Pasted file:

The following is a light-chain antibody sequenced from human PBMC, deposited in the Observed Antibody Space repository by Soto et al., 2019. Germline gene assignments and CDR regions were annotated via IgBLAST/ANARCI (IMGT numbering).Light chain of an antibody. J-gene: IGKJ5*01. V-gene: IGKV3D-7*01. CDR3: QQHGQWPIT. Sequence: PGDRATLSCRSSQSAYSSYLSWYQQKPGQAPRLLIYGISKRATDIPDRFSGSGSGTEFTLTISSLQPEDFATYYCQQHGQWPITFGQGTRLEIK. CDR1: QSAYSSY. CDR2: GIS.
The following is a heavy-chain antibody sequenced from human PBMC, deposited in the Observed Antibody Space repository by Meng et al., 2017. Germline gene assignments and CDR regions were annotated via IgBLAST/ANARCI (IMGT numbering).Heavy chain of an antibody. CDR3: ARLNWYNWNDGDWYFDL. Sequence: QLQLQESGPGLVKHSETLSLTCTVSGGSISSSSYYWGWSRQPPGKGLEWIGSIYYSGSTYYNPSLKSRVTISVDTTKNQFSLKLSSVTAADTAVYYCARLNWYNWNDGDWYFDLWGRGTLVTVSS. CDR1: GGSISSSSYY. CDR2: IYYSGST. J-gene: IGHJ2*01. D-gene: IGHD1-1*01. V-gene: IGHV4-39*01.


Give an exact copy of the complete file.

The following is a light-chain antibody sequenced from human PBMC, deposited in the Observed Antibody Space repository by Soto et al., 2019. Germline gene assignments and CDR regions were annotated via IgBLAST/ANARCI (IMGT numbering).Light chain of an antibody. J-gene: IGKJ5*01. V-gene: IGKV3D-7*01. CDR3: QQHGQWPIT. Sequence: PGDRATLSCRSSQSAYSSYLSWYQQKPGQAPRLLIYGISKRATDIPDRFSGSGSGTEFTLTISSLQPEDFATYYCQQHGQWPITFGQGTRLEIK. CDR1: QSAYSSY. CDR2: GIS.
The following is a heavy-chain antibody sequenced from human PBMC, deposited in the Observed Antibody Space repository by Meng et al., 2017. Germline gene assignments and CDR regions were annotated via IgBLAST/ANARCI (IMGT numbering).Heavy chain of an antibody. CDR3: ARLNWYNWNDGDWYFDL. Sequence: QLQLQESGPGLVKHSETLSLTCTVSGGSISSSSYYWGWSRQPPGKGLEWIGSIYYSGSTYYNPSLKSRVTISVDTTKNQFSLKLSSVTAADTAVYYCARLNWYNWNDGDWYFDLWGRGTLVTVSS. CDR1: GGSISSSSYY. CDR2: IYYSGST. J-gene: IGHJ2*01. D-gene: IGHD1-1*01. V-gene: IGHV4-39*01.